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12.11.2006
Tech Gurus Assume New Role in Design Firms

Digital design specialists are becoming central to architectural practice, whether as in-house specialistssoften an architect who doubles as a firmms resident program geekkor an outsourced technology consultant, like New Yorkks Control Group, which advises on issues concerning hardware and software needs, information storage, and network capabilities. With the rise of BIM, these specialists are becoming even more crucial to firms, charged as they are with guiding architects through the slow and uncertain transition into adopting complex new technology and comprehending how it can enhance their design process.

There is a misconception that BIM software employs the use of artificial intelligence to make design decisions, thereby limiting creativity or lowering the threshold on building expertise,, said Paul Seletsky, director of digital design for Skidmore, Owings & Merrill (SOM) in New York. Quite the opposite, BIM provides codified knowledge beyond geometry toward environmental conditions, generating a variety of simulations a knowledgeable architect can interpret for possible solutions. The use of computer scripting is also quite important, engendering a new type of creativity..

The biggest obstacles to BIMMand the digital design specialists who are defining their job as the technology unfoldssare high costs of investing in a new platform and the difficulty of training employees how to use it. When transitioning to BIM, the main expense is in training the staff,, observed Campbell Hyers of Control Group, a firm with over a hundred architecture firm clients in the New York area. It can easily tack $100,000 onto a $1 million project. One way to get started is to select a low-risk project as a pilottsomething relatively small where the client is ambitious and willing to deal with bumps in the road..

As for training, architecture schools have been slow to incorporate BIM into curricula, leaving firms to do the work. According to Hyers, The continued problem is that architects come out of school without the experience of how to build. Now, the architect is being saddled with the task of figuring it all out in the digital environment. BIM software has exposed the lack of knowledge of actual construction techniques at the university level..

Seletsky agreed that BIM should be introduced within schoolss curricula, but understood as a process and not simply as better off-the-shelf CAD. We need to move away from this newer set of toolss ideaaimplying a vocational approachhtoward a process understood as fostering creativity. The architect still provides inherent meaning in design. BIM supplements, but does not generate, creativity.. As things stand now, resident digital gurus like Seletsky, or outsourced experts like Hyers, are picking up the slack left by the academy.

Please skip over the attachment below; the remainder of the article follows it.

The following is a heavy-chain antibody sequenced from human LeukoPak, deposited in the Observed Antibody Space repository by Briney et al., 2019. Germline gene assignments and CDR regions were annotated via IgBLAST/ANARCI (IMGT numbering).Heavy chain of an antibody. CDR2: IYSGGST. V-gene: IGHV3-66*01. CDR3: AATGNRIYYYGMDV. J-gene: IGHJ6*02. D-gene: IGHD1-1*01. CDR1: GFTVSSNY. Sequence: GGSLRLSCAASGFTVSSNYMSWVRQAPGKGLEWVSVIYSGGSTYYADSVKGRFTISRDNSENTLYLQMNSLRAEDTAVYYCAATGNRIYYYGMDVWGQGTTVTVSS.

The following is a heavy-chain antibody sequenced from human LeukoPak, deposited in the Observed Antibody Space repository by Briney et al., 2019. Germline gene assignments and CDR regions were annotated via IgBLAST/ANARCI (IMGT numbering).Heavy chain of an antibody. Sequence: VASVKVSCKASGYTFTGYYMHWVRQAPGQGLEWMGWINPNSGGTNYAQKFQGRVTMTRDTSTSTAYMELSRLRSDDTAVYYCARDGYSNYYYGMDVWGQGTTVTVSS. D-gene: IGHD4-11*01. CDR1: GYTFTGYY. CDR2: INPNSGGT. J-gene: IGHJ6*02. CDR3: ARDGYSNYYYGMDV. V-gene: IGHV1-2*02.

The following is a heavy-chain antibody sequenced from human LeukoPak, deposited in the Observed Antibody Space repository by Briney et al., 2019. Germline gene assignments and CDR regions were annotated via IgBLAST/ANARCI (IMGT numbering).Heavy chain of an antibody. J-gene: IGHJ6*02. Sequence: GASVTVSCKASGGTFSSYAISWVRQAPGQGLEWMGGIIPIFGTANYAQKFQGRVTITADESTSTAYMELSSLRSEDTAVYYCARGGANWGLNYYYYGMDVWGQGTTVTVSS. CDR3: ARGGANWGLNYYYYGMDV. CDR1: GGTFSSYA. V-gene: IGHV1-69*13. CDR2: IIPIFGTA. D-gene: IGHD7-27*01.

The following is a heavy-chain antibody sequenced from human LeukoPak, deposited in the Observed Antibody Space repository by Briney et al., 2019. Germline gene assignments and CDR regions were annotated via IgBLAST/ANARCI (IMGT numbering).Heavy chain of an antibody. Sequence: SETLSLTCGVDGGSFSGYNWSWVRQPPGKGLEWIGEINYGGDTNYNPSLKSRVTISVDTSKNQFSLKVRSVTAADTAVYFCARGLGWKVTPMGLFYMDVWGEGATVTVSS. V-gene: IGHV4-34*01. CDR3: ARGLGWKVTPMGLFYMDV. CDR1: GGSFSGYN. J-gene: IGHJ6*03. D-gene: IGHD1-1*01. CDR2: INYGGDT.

Autodesk has made a trial version of its BIM software Revit available to students; it can be used for the full length of academic study and requires a .eduu email address to download. The University of California at Berkeley offered a BIM-based studio in the summer of 2006, and Yale, where Phillip Bernstein, Autodeskks vice-president of industry strategy and relations, teaches, is also beginning to incorporate it into its curricula. Still, the bulk of BIM training is still happening in firms.

Bernstein predicts that BIM processes will eventually replace CAD drafting, and may become the more dominant program within ten years; he estimates that currently, all major firms, that is, firms with 100 or more employees, use BIM in some capacity. For now, it seems that Autodesk has cornered the market for BIM with Revit, with over 100,000 licenses sold. Other programs like Bentleyys MicroStation and its TriForma extension, Graphisoftts ArchiCad, and Nemetschekks VectorWorks, make up only about 10 percent of sales for BIM software. Hyers confirmed that only a small minority of his clients have deviated from Revit.

Within the next five years, Hyers expects more firms to take advantage of online collaboration technologies. For example, using web services, a glass manufacturer or any other supply vendor will be able to act as the expert and the engineer on the components of a larger design, and will allow a manufacturer to enter exact specifications into an architectts software. BIM will keep an inventory of the size of an order, as well as information about schedule and pricing.

Currently none of the BIM software is organized around live collaborative databases for multiple sites and organizations. The difficulty of making BIM has been surprising,, said Hyers. The framework has to allow a user to check in on one piece of a design and let an architect know a unit has been updated or tested.. Getting this system to work across multiple disciplines is a great leap that has yet to be made.

Sarah Cox is a New Yorkkbased writer who has worked previously for Dwell and Architectural Record.

Sarah Cox